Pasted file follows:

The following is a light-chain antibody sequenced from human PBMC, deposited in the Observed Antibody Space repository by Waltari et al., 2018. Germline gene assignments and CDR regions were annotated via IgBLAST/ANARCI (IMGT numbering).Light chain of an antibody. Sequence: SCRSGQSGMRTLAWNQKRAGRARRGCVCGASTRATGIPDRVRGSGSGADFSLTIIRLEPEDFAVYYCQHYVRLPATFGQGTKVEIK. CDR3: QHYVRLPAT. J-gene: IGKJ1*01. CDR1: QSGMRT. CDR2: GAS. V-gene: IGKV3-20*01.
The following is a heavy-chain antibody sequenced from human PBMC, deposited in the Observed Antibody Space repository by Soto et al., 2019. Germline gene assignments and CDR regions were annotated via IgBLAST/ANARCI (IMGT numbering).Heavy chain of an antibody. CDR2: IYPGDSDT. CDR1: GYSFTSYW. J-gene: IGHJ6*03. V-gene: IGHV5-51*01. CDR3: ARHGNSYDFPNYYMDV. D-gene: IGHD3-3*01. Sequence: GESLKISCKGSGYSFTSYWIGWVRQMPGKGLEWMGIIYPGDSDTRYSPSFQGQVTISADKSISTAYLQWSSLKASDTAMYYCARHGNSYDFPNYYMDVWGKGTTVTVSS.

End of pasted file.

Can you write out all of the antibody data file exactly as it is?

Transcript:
The following is a light-chain antibody sequenced from human PBMC, deposited in the Observed Antibody Space repository by Waltari et al., 2018. Germline gene assignments and CDR regions were annotated via IgBLAST/ANARCI (IMGT numbering).Light chain of an antibody. Sequence: SCRSGQSGMRTLAWNQKRAGRARRGCVCGASTRATGIPDRVRGSGSGADFSLTIIRLEPEDFAVYYCQHYVRLPATFGQGTKVEIK. CDR3: QHYVRLPAT. J-gene: IGKJ1*01. CDR1: QSGMRT. CDR2: GAS. V-gene: IGKV3-20*01.
The following is a heavy-chain antibody sequenced from human PBMC, deposited in the Observed Antibody Space repository by Soto et al., 2019. Germline gene assignments and CDR regions were annotated via IgBLAST/ANARCI (IMGT numbering).Heavy chain of an antibody. CDR2: IYPGDSDT. CDR1: GYSFTSYW. J-gene: IGHJ6*03. V-gene: IGHV5-51*01. CDR3: ARHGNSYDFPNYYMDV. D-gene: IGHD3-3*01. Sequence: GESLKISCKGSGYSFTSYWIGWVRQMPGKGLEWMGIIYPGDSDTRYSPSFQGQVTISADKSISTAYLQWSSLKASDTAMYYCARHGNSYDFPNYYMDVWGKGTTVTVSS.